|Van Genuchten, Martinus|
Submitted to: Laboratory Publication
Publication Type: Government Publication
Publication Acceptance Date: 8/1/1996
Publication Date: N/A
Citation: N/A Interpretive Summary: There is great interest to quantify the fate and transport of chemicals in porous media out of concern for contamination of the subsurface environment. The program CXTFIT 2.0 can predict the chemical concentration versus depth and time for several different transport scenarios involving stead water flow. The program also allows the estimation of transport parameters by fitting analytical solutions to experimental observations. The program also includes a stream tube model, which attempts to simulate transport in heterogeneous media by assuming that the field is made up of transport in heterogeneous media by assuming that the field is made up of parallel stream tubes, each with different transport properties. Averages solute concentrations for the field are obtained by averaging the results for all stream tubes. Examples are given on how transport parameters may be determined from laboratory or field tracer experiments for several types of initial and boundary conditions, as well as different zero-order production profiles. A detailed description is provided of the computer program, including the subroutines used to evaluate the analytical solutions for optimizing model parameters. Input and output files for all major problems are included in this manual.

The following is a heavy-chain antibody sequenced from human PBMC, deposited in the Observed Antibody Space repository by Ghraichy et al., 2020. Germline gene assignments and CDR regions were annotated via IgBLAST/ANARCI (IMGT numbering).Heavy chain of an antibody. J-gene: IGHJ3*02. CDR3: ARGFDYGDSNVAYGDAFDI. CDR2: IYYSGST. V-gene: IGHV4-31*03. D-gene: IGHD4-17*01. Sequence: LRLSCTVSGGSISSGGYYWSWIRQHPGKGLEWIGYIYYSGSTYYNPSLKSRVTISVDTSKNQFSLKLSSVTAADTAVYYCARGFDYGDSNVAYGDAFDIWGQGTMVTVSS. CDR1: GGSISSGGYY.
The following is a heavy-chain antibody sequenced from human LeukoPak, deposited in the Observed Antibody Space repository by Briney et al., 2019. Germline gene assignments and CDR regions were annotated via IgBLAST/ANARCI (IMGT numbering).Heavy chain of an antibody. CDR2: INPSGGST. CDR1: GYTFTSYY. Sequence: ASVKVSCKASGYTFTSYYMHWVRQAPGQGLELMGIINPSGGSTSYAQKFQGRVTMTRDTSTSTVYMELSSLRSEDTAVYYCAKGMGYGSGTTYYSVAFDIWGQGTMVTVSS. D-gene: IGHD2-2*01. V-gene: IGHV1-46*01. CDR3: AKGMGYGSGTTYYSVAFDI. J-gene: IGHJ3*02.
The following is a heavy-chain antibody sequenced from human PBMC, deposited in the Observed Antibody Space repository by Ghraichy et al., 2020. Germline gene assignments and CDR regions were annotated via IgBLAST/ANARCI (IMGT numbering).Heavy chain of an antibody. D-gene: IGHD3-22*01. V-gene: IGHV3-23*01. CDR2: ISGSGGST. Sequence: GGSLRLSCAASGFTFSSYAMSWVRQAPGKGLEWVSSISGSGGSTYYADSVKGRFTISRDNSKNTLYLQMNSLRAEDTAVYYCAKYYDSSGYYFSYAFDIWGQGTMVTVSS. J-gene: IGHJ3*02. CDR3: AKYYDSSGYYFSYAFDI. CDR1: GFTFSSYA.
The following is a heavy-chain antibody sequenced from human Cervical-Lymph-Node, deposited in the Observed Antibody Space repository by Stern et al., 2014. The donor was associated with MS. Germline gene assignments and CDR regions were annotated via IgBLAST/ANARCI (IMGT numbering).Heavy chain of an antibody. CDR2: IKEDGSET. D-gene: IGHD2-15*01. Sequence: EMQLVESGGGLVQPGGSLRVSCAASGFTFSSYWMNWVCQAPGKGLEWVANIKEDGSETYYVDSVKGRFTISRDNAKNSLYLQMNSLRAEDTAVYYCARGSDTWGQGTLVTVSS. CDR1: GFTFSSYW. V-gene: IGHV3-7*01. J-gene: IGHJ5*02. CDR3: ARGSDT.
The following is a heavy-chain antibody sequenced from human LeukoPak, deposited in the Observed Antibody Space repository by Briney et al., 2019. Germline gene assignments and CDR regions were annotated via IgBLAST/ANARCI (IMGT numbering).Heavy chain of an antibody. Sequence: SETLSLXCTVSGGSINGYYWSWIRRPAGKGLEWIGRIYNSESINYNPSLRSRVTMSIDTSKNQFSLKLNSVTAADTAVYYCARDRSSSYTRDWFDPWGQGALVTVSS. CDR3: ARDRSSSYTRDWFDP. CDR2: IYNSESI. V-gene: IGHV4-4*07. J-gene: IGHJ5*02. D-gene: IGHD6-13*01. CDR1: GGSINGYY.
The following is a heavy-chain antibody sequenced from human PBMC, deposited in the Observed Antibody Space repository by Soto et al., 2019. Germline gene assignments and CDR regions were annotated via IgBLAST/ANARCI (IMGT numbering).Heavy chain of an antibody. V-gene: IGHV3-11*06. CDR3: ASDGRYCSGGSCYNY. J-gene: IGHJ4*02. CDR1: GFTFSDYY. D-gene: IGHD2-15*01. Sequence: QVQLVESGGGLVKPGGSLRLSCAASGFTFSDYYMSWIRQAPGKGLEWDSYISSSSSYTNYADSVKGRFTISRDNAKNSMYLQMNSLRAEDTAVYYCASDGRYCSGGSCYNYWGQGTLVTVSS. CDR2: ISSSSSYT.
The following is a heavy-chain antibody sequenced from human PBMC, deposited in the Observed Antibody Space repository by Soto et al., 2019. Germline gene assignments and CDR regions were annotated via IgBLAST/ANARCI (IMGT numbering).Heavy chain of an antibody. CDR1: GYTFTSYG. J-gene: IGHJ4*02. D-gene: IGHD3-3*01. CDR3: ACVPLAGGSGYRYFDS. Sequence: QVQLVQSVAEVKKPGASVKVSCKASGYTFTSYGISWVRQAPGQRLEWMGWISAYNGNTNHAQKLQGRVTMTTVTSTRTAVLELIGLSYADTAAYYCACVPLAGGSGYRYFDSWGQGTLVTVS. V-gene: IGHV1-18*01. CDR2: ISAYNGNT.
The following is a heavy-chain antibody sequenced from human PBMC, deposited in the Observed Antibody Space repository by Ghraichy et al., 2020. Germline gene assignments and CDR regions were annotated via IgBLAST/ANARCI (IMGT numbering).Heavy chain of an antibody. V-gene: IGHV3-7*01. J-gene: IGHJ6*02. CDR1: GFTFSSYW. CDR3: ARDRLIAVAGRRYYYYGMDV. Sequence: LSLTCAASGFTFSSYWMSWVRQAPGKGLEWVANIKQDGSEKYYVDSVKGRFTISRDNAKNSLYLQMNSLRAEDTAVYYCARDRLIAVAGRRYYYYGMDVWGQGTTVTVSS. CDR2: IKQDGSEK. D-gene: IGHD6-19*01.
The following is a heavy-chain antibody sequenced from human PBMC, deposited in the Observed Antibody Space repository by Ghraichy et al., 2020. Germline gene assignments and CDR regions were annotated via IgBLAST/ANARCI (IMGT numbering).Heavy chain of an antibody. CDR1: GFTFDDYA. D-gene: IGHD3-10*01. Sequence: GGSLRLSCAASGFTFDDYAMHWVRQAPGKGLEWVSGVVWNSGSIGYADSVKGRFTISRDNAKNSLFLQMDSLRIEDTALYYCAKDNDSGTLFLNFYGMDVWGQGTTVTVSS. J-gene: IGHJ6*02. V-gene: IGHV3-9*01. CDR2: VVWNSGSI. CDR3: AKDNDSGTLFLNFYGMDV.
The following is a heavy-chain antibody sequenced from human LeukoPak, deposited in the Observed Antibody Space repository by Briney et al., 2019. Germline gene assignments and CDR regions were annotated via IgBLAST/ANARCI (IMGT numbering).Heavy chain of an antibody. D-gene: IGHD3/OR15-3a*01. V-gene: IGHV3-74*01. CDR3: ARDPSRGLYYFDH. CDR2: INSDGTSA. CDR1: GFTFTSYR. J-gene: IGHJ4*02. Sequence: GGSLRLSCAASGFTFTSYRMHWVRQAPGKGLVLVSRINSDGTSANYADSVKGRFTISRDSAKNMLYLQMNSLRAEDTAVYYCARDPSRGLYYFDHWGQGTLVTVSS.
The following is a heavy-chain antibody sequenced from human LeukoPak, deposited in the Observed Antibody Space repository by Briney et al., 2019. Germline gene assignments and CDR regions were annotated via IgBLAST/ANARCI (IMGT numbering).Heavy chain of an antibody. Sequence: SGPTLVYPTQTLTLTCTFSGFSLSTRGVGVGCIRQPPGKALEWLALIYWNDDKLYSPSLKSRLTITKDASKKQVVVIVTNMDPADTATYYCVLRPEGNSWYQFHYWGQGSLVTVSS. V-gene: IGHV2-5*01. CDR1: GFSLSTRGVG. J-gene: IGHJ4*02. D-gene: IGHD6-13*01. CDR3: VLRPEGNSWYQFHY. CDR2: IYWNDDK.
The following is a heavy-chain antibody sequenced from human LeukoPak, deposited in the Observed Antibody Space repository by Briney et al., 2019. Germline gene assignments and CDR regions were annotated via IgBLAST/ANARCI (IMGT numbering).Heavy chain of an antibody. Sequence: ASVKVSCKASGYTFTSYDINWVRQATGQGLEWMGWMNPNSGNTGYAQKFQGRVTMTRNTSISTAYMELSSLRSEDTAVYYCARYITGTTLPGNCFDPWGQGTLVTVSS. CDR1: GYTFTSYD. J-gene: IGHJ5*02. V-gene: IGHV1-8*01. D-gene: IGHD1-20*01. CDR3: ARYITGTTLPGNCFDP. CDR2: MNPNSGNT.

Technical Abstract: Successful predictions of the rate and transport of solutes in the subsurface hinges on the availability of accurate transport parameters. WE modified and updated the original CXTFIT code of Parker and van Genuchten of 1984 for estimating solute transport parameters using a nonlinear least-squares parameter optimization method. The program may be used to solve the inverse problem by fitting mathematical solutions of theoretical transport models, based upon the convection- dispersion equation (CDE), to experimental results. This approach allows parameters in the transport models to be quantified. The program may also be used to solve the direction or forward problem to determine the concentration as a function of time and/or position. Three different one-dimensional transport models are included: (I) the conventional CDE; (ii) the chemical and physical nonequilibrium CDE; and (iii) a stochastic stream tube model based upon the local-scale CDE with equilibrium or nonequilibrium adsorption. The two independent stochastic parameters in the stream-tube model are the pore-water velocity, v, and either the dispersion coefficient, D, the distribution coefficient, Kd, or the nonequilibrium rate parameter, a. These pairs of stochastic parameters were described with a bivariate lognormal probability density function (pdf).